Since its official independence from Sudan in 2011, South Sudan has ripened the environment for investment in the country, which was apparent when the country’s Ministers on Wednesday met with South African investors and businesspersons during a roadshow, in Sandton, to discuss investment opportunities.
This was the final leg of the Invest in South Sudan Roadshow, which had previously been held in Washington DC, New York and Dubai.
South Sudan Foreign Affairs and International Cooperation Minister Nhial Deng Nhial said the country was eager to restart the industries that were put on hold by conflict.
At the event, South African Chamber of Commerce and Industry (Sacci) and the South Sudan Investment Authority (SSIA) signed a memorandum of understanding in terms of which Sacci committed to business collaboration with the South Sudanese business community.
Sacci president Mtho Xulu commented that the chamber wanted the partnership institutionalised and accountable. He noted that South Sudan was the “youngest” country in the world and that, with a new country comes new opportunity.
SSIA secretary general Dr Abraham Maliet Mamer said South Sudan had the opportunity to “start at where the world is now, we are not starting at zero.” He assured the audience of South Sudan’s peaceful state, despite the stigma of conflict that Sudan has had historically.
He further stressed that South Sudan and Sudan had their respective political systems and that Sudan was dependent on oil from South Sudan, so the north would not “tamper with its lifeline”.
Meanwhile, the African Export Import Bank had already committed a $500-million financing facility to the South Sudanese government, which would go towards quick-impact projects and funding advisory services in power transmission, infrastructure and agricultural projects.
The biggest resource in South Sudan is oil. The country produces 165 000 bbl/d of oil from about 700 wells, but only 30% of the country’s oil reserves are being explored and less than 30% is being extracted.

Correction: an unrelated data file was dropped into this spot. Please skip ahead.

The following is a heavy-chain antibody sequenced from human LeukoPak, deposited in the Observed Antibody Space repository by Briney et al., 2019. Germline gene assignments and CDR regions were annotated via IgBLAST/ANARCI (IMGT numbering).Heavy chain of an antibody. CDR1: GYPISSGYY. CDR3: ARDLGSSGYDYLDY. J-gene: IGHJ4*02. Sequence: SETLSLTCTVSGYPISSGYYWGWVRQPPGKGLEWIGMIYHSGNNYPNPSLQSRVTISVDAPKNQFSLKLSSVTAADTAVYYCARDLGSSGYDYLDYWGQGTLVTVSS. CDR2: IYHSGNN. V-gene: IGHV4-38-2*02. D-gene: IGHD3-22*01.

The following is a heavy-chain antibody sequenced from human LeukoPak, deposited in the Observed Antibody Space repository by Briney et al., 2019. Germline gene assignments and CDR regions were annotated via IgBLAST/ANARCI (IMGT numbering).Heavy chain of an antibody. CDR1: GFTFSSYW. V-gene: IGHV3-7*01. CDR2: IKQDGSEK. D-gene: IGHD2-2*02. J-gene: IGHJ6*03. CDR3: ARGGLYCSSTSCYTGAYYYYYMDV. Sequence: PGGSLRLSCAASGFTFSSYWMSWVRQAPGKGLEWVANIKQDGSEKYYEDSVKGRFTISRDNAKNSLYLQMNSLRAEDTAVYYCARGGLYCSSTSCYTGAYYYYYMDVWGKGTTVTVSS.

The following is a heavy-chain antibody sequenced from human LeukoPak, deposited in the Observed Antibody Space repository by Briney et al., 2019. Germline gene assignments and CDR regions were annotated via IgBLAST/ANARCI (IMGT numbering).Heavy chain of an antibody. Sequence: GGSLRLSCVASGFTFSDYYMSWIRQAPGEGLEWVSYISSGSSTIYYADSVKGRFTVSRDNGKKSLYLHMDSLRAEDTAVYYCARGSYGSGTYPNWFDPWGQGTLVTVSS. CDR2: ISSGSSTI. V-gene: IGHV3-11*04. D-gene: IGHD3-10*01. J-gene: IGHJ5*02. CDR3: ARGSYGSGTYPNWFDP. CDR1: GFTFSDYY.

National Petroleum and Gas Commission chairperson Caesar Oliha Marko said two-thirds of the country’s land had potential for hydrocarbons (oil and petroleum), but only a quarter of the land had been explored.
Ministry of Petroleum director-general Awow Daniel Chuang confirmed that South Sudan had reserves of around 1.4-billion barrels of oil. Currently production comes from three concession areas (six blocks). Government is aiming to ramp up production to 200 000 bbl/d of oil by the end of the year and to drive investment towards exploration of existing blocks and potential new blocks.
Opportunities in oil include mapping hydrocarbon resources, the construction of refineries and thermal power plants, the construction of fuel depot facilities, capturing flare gas in the oilfield, field service provision and the construction of pipelines and waste treatment and disposal facilities.
Mining Minister Gabriel Thokuj Deng, meanwhile, stated that the mining sector in the country was still in its infancy and that there was a great need for infrastructure.
He assured stakeholders that the mining ministry had 1 000 police officers at its disposal to deploy for mine protection specifically, providing peace of mind to new entrants in the sector.
The Minister pointed out that the country had gold, copper, iron-ore, chrome, zinc, tungsten, mica and silver resources.
The country has a total area of around 150 000 km2 that is designated for exploration and mining.
There are opportunities for foreign companies to invest in mineral exploration, small-scale mining for alluvial gold, geological mapping, airborne geophysics, geochemical surveys, geological and geochemical laboratories.
The Minister remarked that market entrants were welcome to go it alone or partner with government in starting exploration. However, once mines enter into production, government requires that 50% of output be transferred to the national bank, while companies can sell and export the remaining 50%.
Agriculture and Food Security Minister Onyoti Nyikwec told delegates that 95% of South Sudan’s 648 000 km2 was suitable for agriculture, of which 50% was prime agriculture land with soils and climates suitable for production of “cash crops”.
However, only 4.2% of prime land was under cultivation, which is dependent on the country’s average 500 mm to 1 800 mm rainfall a year.
Nyikwec pointed out that the country was rich with surface and ground water resources, and that development for irrigation was essential for further agricultural development.
The country has a 11.7-million-strong cattle herd, with 12.3-million sheep and 12.6-million goats, which posed untapped commercialisation opportunities.
About 32% of the land is covered in timber-rich forests, while the country’s current wild fishery output is 140 000 t/y, with a potential of 200 000 t/y. The Minister said attention was needed in developing the high-potential aquaculture sector.
Opportunities for agriculture include agroprocessing plants for different varieties of crops and fruits, the production of honey, sugarcane, cotton, tea and coffee, as well as Gum Arabic processing and marketing, the construction of agromechanical training workshops and the establishment of research centres for pest control.
Additional opportunities include quality seed production; sorghum, maize, sesame, rice, nut, and sunflower production; as well as tractor assembly plant establishment projects and pesticide production projects.